I fought earnestly against posing before my class. I tried to be natural and honest and frank, but it was a bitter hard. What would you say to a soft, brown face, aureoled in a thousand ripples of gray-black hair, which knells suddenly: “Do you trust white people?” You do not and you know that you do not, much as you want to; yet you rise and lie and say you do; you must say it for her salvation and the world’s; you repeat that she must trust them, that most white folks are honest, and all the while you are lying and every level, silent eye there knows you are lying, and miserably you sit and lie on, to the greater glory of God.
I taught history and economics and something called “sociology” at Atlanta University, where, as our Mr. Webster used to say, we professors occupied settees and not mere chairs. I was fortunate with this teaching in having vivid in the minds of my pupils a concrete social problem of which we all were parts and which we desperately desired to solve. There was little danger, then, of my teaching or of their thinking becoming purely theoretical. Work and wage were thrilling realities to us all. What did we study? I can tell you best by taking a concrete human case, such as was continually leaping to our eyes and thought and demanding understanding and interpretation and what I could bring of prophecy.
* * * * *
St. Louis sprawls where mighty rivers meet,—as broad as Philadelphia, but three stories high instead of two, with wider streets and dirtier atmosphere, over the dull-brown of wide, calm rivers. The city overflows into the valleys of Illinois and lies there, writhing under its grimy cloud. The other city is dusty and hot beyond all dream,—a feverish Pittsburg in the Mississippi Valley—a great, ruthless, terrible thing! It is the sort that crushes man and invokes some living superman,—a giant of things done, a clang of awful accomplishment.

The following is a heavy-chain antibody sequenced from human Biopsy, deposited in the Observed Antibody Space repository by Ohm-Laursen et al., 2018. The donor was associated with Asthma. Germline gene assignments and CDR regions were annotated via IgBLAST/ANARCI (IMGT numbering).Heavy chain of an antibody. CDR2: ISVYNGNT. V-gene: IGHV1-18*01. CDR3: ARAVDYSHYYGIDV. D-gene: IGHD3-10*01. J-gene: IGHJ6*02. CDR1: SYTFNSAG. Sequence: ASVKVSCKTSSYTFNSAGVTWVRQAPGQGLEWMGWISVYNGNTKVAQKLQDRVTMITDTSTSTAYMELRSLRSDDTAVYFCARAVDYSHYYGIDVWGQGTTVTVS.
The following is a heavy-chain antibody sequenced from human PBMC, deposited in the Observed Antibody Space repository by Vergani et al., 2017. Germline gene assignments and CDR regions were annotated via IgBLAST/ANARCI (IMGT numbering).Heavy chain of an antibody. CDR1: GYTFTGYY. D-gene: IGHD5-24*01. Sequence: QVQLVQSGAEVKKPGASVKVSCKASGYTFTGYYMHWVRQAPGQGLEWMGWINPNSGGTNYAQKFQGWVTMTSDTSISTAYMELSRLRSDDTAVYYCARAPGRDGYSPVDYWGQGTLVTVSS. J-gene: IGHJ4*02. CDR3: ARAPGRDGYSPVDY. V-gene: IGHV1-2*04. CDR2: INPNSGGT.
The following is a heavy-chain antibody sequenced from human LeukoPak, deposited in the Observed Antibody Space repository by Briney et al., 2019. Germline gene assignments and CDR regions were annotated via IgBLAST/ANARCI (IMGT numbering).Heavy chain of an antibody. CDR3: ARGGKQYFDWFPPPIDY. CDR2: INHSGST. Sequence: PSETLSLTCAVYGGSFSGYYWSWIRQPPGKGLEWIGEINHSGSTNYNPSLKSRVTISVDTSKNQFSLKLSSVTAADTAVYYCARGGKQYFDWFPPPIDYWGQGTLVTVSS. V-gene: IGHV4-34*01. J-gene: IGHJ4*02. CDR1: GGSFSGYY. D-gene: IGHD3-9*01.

Three men came wandering across this place. They were neither kings nor wise men, but they came with every significance—perhaps even greater—than that which the kings bore in the days of old. There was one who came from the North,—brawny and riotous with energy, a man of concentrated power, who held all the thunderbolts of modern capital in his great fists and made flour and meat, iron and steel, cunning chemicals, wood, paint and paper, transforming to endless tools a disemboweled earth. He was one who saw nothing, knew nothing, sought nothing but the making and buying of that which sells; who out from the magic of his hand rolled over miles of iron road, ton upon ton of food and metal and wood, of coal and oil and lumber, until the thronging of knotted ways in East and real St. Louis was like the red, festering ganglia of some mighty heart.
Then from the East and called by the crash of thunderbolts and forked-flame came the Unwise Man,—unwise by the theft of endless ages, but as human as anything God ever made. He was the slave for the miracle maker. It was he that the thunderbolts struck and electrified into gasping energy. The rasp of his hard breathing shook the midnights of all this endless valley and the pulse of his powerful arms set the great nation to trembling.